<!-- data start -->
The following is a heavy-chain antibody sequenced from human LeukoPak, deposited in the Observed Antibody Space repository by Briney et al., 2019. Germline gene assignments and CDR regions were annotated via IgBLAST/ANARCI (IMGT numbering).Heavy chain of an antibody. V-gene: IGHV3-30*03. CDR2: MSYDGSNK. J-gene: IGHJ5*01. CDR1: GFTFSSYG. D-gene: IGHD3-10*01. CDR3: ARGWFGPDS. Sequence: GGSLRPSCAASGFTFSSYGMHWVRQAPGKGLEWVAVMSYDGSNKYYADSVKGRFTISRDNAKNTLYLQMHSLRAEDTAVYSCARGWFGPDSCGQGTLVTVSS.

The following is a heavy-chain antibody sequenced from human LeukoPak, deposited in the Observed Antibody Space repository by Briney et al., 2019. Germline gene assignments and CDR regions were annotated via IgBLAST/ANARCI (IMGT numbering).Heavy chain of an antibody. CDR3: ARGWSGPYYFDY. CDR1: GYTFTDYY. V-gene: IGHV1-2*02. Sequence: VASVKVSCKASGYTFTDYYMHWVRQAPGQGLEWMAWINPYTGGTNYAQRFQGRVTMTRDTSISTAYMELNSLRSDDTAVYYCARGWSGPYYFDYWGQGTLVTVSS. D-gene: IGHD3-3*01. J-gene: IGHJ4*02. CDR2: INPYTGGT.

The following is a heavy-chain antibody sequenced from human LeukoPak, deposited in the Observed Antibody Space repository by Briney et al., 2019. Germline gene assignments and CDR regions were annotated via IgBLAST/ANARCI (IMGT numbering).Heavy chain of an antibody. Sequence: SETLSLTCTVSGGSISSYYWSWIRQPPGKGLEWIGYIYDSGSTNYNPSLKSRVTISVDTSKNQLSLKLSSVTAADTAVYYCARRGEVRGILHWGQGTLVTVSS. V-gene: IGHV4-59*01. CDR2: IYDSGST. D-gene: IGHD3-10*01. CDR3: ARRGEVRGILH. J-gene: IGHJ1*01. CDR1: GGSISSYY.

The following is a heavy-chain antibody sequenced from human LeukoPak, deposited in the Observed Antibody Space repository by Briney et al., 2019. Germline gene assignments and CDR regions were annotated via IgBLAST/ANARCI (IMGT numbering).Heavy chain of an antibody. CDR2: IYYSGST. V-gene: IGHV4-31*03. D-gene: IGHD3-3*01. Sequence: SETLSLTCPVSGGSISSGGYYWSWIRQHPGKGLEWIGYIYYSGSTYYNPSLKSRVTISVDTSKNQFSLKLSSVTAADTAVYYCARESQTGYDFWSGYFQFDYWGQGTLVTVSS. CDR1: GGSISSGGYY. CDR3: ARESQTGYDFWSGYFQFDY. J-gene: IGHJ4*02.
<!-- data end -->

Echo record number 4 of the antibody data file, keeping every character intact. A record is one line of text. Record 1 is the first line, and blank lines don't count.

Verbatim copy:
The following is a heavy-chain antibody sequenced from human LeukoPak, deposited in the Observed Antibody Space repository by Briney et al., 2019. Germline gene assignments and CDR regions were annotated via IgBLAST/ANARCI (IMGT numbering).Heavy chain of an antibody. CDR2: IYYSGST. V-gene: IGHV4-31*03. D-gene: IGHD3-3*01. Sequence: SETLSLTCPVSGGSISSGGYYWSWIRQHPGKGLEWIGYIYYSGSTYYNPSLKSRVTISVDTSKNQFSLKLSSVTAADTAVYYCARESQTGYDFWSGYFQFDYWGQGTLVTVSS. CDR1: GGSISSGGYY. CDR3: ARESQTGYDFWSGYFQFDY. J-gene: IGHJ4*02.